We woke up from our hidden camp behind the abandoned building and packed up quickly. Even though we had been told the place was abandoned for many years we didn’t want to risk being caught! Besides that, the building had a lot of animals in it overnight so both of us woke up a few times not sure if we were hearing things. Tim got a terrible night sleep so we started into the morning light not sure how the day would go.
We knew we were a few miles from the next water refill sight (Kelvin warned us it’s the only one until Mabelle). Elk Springs is 34 miles past Dinosaur so we had to make it the whole day without a water refill and then about 3-4 more miles in the morning. There’s a rest stop with vault toilets and a water spigot, which is all we needed to know.
The sunrise was gorgeous as we approached the next “town”. Blue Mountain is just a small subdivision, but it shows up on maps so we knew to expect it.
The morning melted into a warm sunny day and the rain jackets quickly came off to be replaced by lighter gear. The country keeps getting more beautiful as the vastness seems to increase with each state.
Colorado was looking a lot like eastern Utah, but we’d learned to enjoy it in its own way. Quirky little towns like Massadona sit between empty landscapes. This really is what the wild west is (kinda).
As we approached Massadona, we wondered if there would be anything to see. Google said it was there, but Kelvin at the visitors’ center hadn’t mentioned it. The Adopt a Highway sign about a mile before we thought we’d get to town said the next two miles were adopted by the Massadona Gang, so we giggled about that and wondered what it meant. But as we rounded the corner we saw that there was a campground/park, a motel that looked like it had been closed for a long time but still had current looking signs in the window and a (also closed) restaurant next door. I’m pretty sure there were a couple of houses, but that was it. The whole population of Massadona must have adopted the two miles of highway that pass through their town. And Rebecca loved it. But, the park was rundown and didn’t have any benches so we kept walking right on through. We set up our towel seats on the hillside just past town, only to be attacked when we finished eating! Well…Rebecca felt like she was attacked, and Tim enjoyed every minute of it taking pictures until he had to save the day and kill the wasp that decided Rebecca’s backpack would be its new home.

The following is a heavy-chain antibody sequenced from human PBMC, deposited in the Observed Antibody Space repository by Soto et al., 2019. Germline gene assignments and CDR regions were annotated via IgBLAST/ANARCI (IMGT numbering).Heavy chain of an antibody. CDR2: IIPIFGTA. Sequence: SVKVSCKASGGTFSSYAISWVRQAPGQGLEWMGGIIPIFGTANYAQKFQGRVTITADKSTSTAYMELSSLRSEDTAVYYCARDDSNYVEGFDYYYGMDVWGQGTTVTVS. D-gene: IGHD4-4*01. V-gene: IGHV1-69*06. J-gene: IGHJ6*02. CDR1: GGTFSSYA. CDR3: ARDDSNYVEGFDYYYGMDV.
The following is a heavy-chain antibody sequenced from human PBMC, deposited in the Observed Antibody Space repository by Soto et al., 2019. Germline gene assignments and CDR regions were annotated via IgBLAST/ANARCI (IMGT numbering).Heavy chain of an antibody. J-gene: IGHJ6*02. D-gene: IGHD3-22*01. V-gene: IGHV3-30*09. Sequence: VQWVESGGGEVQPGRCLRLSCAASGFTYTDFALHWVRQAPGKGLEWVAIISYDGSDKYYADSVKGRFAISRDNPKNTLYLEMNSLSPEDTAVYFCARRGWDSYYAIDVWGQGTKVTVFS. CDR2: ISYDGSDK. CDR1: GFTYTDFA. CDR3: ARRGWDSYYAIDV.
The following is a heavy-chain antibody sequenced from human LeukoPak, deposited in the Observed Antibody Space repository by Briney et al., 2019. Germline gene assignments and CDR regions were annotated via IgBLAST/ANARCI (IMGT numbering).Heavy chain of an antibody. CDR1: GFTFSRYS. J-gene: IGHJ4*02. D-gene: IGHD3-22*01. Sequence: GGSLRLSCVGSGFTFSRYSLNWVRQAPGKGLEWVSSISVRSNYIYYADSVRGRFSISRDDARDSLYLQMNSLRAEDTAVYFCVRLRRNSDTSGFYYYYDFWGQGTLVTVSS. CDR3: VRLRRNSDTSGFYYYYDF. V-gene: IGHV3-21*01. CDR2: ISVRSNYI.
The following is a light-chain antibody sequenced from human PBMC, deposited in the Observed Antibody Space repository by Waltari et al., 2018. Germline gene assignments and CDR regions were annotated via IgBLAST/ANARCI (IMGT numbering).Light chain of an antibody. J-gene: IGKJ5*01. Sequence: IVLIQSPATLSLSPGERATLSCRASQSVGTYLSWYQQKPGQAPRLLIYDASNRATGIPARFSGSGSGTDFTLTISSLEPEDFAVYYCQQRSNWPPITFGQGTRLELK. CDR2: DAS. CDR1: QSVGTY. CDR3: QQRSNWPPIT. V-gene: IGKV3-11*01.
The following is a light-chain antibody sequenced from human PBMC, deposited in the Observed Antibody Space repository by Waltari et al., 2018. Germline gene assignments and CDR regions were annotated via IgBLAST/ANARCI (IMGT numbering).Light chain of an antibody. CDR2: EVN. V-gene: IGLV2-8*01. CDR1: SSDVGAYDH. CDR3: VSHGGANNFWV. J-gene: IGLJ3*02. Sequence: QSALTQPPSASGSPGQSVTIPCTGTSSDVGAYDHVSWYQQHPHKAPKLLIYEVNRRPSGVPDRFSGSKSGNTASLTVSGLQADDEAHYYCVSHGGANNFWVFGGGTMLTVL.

A light rain started, but never picked up and we continued on our way to find a spot to hide somewhere before Elk Springs.
We knew to expect a couple of guides from Adrift to drive by today on their way out to the river so when we stopped for dinner we weren’t surprised to see them pass us up.
The rain started up right after they passed us, so we packed up and headed out for the last two miles of the day (assuming we could find a stealth spot this early in the day and in this rain!) Luckily we found one quickly, on the hillside in a bunch of trees. Unfortunately, the rain was pounding down on us and we had to set up quickly. We’re not always the most coordinated people, but we made it with only a little rain in the tent. So we hid out, it was only about 730) to dry off before setting up our beds for the night. The rain stopped for a bit that evening and we cursed our desire to set up so early when we could have waited, but we were dry by then….so we accepted our spot as the best we were going to do. We were so well hidden we weren’t worried about cars, we only had to make sure to conserve water so we’d make it to Elk Springs in the morning, a four mile walk.
Today we walked through:
Rebecca: 61,284 steps
Tim: 55,910 steps
1048 miles finished